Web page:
World No.1 Novak Djokovic produced a defiant performance to down a dogged Daniil Medvedev and advance to the Australian Open 2019 quarterfinals, moving one step closer to a record seventh title at Melbourne Park with a 6-4 6-7(5) 6-2 6-3 victory.
Djokovic will face Kei Nishikori in his 10th Australian Open quarterfinal, having now reached the last eight at least 10 times at all four majors after a contest peppered with scintillating rallies, a dramatic slip from the Serb, taped shoes, treatment and a code violation for Medvedev.
By the end, both players have been brought to their knees during an attritional contest that featured more errors than winners – a combined 99 and 81 respectively, split almost evenly.
Djokovic returns to the last eight at Melbourne Park for the first time since 2016, having exited to Denis Istomin in the second round in 2017, and Hyeon Chung in the fourth round last January.
“Since my next opponent is watching, I feel fantastic – I’ve never felt fresher in my life,” Djokovic joked after the match, flexing his biceps and puffing his chest before admitting, “It was a physical battle.
“I didn’t feel so great in the last 20 minutes of the match or so. We’ll see tomorrow how the body reacts, but I’m confident I can recover, and I can be ready for next one.
“Even though it was three sets to one, it seems like a five-set match, really. It was draining physically, because you just could not rely on one-two punch tactics so often. It was a cat-and-a-mouse game for most of the match, that’s why it was so lengthy. We had rallies of 40, 45 exchanges.
“Daniil has been playing some great tennis this past six months. It was difficult to go through him, so I had to find a different way. These kinds of matches, you have to hang in there and wait for the opportunities.”
While dictating most of the action, Djokovic was prevented from running away with the match as Medvedev red-lined his game in a bid to become the first Russian to reach the last eight since Nikolay Davydenko’s 2010 campaign.
The upshot was a highly entertaining first two sets of rich quality at Rod Laver Arena, Medvedev using every trick and flick at his disposal to stay with the Serb, whose fitness and feather touch proved pivotal when it mattered.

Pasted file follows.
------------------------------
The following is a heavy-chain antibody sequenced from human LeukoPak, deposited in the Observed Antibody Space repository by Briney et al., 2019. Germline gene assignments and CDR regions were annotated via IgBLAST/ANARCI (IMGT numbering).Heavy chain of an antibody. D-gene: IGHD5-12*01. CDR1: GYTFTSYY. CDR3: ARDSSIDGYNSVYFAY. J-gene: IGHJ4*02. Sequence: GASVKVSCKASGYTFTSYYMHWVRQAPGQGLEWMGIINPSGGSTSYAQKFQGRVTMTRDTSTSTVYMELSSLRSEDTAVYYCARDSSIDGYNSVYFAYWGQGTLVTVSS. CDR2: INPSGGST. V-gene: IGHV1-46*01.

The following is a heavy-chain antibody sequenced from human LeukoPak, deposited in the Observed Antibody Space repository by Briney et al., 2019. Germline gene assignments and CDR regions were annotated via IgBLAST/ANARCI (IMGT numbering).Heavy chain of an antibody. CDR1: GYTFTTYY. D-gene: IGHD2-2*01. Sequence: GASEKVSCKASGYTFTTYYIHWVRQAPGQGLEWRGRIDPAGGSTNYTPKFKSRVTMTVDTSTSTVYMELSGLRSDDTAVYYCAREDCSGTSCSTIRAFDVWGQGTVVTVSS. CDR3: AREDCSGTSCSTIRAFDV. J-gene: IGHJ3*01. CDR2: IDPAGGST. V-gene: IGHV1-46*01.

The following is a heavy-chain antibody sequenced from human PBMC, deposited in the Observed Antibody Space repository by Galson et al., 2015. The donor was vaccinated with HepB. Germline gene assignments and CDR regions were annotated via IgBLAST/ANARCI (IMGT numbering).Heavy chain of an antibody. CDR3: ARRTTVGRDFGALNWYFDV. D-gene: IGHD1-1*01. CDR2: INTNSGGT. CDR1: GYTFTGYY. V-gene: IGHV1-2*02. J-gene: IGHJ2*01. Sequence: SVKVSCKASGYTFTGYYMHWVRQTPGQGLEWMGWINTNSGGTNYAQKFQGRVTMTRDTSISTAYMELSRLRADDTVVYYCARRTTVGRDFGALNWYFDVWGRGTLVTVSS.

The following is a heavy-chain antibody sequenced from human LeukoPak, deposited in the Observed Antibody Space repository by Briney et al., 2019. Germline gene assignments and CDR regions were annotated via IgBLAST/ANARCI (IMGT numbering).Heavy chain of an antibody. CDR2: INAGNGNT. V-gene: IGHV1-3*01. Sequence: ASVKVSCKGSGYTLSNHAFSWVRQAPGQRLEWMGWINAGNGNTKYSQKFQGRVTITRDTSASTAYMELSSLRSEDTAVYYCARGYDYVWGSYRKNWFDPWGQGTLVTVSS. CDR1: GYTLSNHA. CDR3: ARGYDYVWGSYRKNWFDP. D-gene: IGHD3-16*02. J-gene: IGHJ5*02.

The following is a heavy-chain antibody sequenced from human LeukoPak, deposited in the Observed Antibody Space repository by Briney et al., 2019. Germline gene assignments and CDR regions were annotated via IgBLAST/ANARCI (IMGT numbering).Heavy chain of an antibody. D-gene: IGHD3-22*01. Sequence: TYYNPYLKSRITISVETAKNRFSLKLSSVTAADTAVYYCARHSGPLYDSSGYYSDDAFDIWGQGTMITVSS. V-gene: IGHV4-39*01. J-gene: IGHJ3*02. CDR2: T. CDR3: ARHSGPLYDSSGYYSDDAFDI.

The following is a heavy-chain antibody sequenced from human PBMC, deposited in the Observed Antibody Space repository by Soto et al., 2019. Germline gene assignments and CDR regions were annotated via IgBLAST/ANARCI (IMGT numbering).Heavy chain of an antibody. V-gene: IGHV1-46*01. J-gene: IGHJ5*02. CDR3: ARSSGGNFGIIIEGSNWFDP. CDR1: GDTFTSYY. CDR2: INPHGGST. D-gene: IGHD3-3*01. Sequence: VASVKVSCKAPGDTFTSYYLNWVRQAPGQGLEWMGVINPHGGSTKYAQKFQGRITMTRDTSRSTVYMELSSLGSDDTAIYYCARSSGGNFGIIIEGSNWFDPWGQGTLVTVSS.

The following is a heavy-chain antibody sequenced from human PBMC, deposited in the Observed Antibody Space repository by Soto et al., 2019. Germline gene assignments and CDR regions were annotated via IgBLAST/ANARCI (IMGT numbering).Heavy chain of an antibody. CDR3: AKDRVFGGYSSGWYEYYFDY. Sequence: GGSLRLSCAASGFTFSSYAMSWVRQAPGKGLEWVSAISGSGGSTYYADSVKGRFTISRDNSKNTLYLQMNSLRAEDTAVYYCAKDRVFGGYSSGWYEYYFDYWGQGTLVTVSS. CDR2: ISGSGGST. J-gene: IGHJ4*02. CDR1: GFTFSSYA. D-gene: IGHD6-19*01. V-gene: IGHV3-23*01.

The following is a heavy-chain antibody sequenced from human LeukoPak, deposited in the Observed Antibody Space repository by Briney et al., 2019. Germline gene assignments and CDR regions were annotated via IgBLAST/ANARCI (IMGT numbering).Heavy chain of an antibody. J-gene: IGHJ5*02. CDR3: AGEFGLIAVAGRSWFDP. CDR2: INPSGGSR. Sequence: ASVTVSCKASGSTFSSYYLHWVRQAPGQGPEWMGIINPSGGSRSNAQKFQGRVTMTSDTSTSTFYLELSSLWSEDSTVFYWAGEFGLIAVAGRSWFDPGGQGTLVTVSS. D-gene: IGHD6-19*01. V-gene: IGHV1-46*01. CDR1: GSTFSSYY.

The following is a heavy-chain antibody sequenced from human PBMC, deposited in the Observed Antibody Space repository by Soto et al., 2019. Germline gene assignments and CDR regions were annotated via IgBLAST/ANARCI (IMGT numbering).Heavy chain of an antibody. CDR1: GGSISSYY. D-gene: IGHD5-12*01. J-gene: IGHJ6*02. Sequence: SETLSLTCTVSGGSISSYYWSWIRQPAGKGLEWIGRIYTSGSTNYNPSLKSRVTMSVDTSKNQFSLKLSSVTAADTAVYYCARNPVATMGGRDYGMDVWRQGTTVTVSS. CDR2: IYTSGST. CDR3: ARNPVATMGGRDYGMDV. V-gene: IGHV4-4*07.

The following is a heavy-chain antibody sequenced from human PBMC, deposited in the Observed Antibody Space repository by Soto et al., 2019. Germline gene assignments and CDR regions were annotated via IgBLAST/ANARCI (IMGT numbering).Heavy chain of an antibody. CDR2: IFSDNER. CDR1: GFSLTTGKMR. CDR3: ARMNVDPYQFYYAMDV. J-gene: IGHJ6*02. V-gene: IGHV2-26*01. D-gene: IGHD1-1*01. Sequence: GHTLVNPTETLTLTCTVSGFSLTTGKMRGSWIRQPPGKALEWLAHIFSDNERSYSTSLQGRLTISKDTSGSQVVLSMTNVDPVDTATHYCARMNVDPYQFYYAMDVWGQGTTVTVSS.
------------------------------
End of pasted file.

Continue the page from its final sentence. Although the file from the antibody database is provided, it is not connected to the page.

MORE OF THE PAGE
Serves from the tramlines, changes of pace, forays to the net and interminable rallies – Djokovic weathered them all to claim the first at the second time of asking, breaking back after being denied the chance to serve out the set.
The top seed almost rode that momentum to an early break in the second, seeing five chances come and go in a 20-point second game. There was still time for sportsmanship, Djokovic conceding a Medvedev ace that had been called out before the Russian could challenge at deuce, but the break duly followed in his opponent’s next service game.
The tenor of the contest turned when Djokovic missed out on the chance to move 5-1 up. Instead, Medvedev broke back in the next game and clung on to reach the tiebreak, levelling up on his fourth set point.
There was a scare for Djokovic early in the third when he fell awkwardly while lunging to reach a Medvedev pass. The top seed was unhurt, but quickly found himself 0-40 down, only to open his shoulders and hammer his way back to parity at 2-2.
“I was fortunate to save a couple of break points – that was a crucial hold,” Djokovic admitted. He didn’t lose another game in the set.
Deflated by missing out on his first meaningful lead of the match, fatigue seemed to floor Medvedev as the third hour of the match wore on. Djokovic broke twice as the Russian relied on his wits as he wilted, disappearing for a comfort break before the start of the fourth.
On his return, Medvedev found a second wind for the fourth set, bringing up break points in the second and sixth games as Djokovic, struggling for rhythm and spraying errors as his back stiffened, dug in to protect the break he had snatched for a 3-1 lead.
Opportunities lost, the Russian slumped to 0-40 when serving to stay in the match as Djokovic sealed victory on his third match point, ending three hours and 15 minutes of gruelling tennis. Djokovic’s only consolation: Nishikori’s five-set battle with Pablo Carreno Busta broke the five-hour barrier at Margaret Court Arena.
“Hopefully we’ll both be fit for that one,” Djokovic said of the upcoming quarterfinal.
“Kei won another marathon match – congratulations to him for fighting back from two sets to love down and a break down. He’s a fighter, he’s a very talented player – one of the quickest players on the tour, hard worker. I have lots of respect for him.
“Every match that you play against each other is different, so I expect him obviously to come out, to try something new. Yeah, I expect a tough one.”